Stories are meant to be told, to be absorbed, thought about and laughed over. Appreciated.
They float in the air like will o’ wisps, waiting for the storyteller to reach out and grasp them. It is then and only then that they become solid, and are given meaning.
Norma Dunning’s debut short story collection takes us out of our mundane lives into one that is raucous, humorous and spiritual. She also leads us into a world where the indigenous seem apprehensive of the white world. But all is not what it appears to be.
The author brings the stories from her culture to resonate and find importance in the land of literature. Dunning has written a powerful book, the short stories depicting the way of her people, how they once lived and now live in the presence of the white world. She regales her audience with tales funny and sad, harrowing yet uplifting. But most of all she places the stories on the page to show that she and her people matter.
In the first story, “Kabloona Red”, Dunning’s character starts drinking and smoking soon after her husband leaves for work. Each day that he is absent she remembers her harrowing experiences at residential school, her continual rapes at the hands of the priests, her endurance during the six years she spent in the institution. Dunning’s writing of these incidents reminds us of the havoc generated through violence, and how it leads to permanent damage. As her character says near the closing of the story: “You never really get over things. You just move one. Move on to laughter. Move on to being alive. Move on to growing old.” (5)
Her story, “Manisatuq”, introduces Annie Mukluk who tries not to get lost in the white world but she often is. She survives by using sex to her advantage. She says, “Sex is the only thing that I do very well. It gives me power. It gives me strength. It bring me a strange comfort.” (87) The spirit of her mother, however, visits her and tries to persuade her daughter to give up this way of life and go on another path. “You need to rest your head into the same man’s arms each night”. (91) It is not until several stories later that Annie reaches another plateau in her life.
“Road Show Eskimo” shows an Inuk woman who appears to be under a white man’s power. She goes on stage and does a show according to his instructions. With the re-release of the book they’ve presented over the years, she decides to play him like a hunter trapping a rabbit. She wears the traditional amauti, worn and faded through the years, and then paints a tattoo on her face. She cannot find the special ring he wants to wear so he puts on a Walmart ring, “the cheap proof of their pretend life together” (44) Then she outwits the man at his own game.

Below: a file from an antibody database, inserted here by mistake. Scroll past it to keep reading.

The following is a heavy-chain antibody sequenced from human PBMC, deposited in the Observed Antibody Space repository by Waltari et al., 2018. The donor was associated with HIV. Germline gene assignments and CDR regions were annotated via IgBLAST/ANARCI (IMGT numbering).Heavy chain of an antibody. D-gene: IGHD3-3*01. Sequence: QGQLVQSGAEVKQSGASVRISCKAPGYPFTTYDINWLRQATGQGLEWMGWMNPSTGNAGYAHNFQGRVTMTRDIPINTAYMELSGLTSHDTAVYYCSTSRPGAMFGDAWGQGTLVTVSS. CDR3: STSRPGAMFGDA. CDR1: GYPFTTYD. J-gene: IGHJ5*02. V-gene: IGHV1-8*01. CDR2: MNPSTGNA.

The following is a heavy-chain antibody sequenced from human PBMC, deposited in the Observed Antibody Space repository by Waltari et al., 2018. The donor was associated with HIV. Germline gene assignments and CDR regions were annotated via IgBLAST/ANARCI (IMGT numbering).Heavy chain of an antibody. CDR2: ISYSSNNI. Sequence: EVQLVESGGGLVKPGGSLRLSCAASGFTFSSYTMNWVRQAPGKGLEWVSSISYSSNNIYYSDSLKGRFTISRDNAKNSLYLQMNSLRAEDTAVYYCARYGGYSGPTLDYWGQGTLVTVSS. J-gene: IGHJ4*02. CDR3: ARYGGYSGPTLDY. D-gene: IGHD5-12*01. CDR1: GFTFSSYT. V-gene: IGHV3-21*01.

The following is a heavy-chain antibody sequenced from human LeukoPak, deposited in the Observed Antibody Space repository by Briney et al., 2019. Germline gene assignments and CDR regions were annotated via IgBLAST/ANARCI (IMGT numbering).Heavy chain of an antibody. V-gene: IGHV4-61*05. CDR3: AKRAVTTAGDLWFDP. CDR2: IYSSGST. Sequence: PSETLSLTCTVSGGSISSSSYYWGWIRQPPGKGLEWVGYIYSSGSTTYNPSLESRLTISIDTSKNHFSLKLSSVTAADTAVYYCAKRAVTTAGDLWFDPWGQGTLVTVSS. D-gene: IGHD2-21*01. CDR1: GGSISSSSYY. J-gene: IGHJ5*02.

There are more stories, stories of Moses Henry, Johnny Cochrane, Annie and others. They are full of Native humour, full of knowing. They are stories full of survival despite the cruelties experienced in the characters’ lives. The story that I found most moving in this wonderful collection is “My sisters and I”. It begins with the narrator telling us of an Inuk family finding happiness on the land. Then a sudden disruption of their life there and the sisters are wrested from their family and sent to a residential school. The strangeness and the cruelty are mind-boggling. “I don’t know who I am anymore”, says the narrator. (154)
The nuns imprison the sisters for disobedience. They no longer can use their names. Instead, Hikwa becomes Margarite, Puhuliak becomes Suzanne, and Angavidiak becomes Therese. In this strange white world, they endure the viciousness of Father LePage, each day hard and unforgiving. But Hikwa finds kindness in Bishop LaFlamme and the other two sisters have a friend in Joshua, the young woodcutter.
Dunning’s rendering is a way of stating that Annie Mukluk and the others are alive. They are present and do not intend to disappear.
Annie Muktuk and Other Stories
By Norma Dunning
University of Alberta Press, 2017, $19.95 softcover, 204pp.
Mary Barnes is a writer living in Wasaga Beach, Ontario.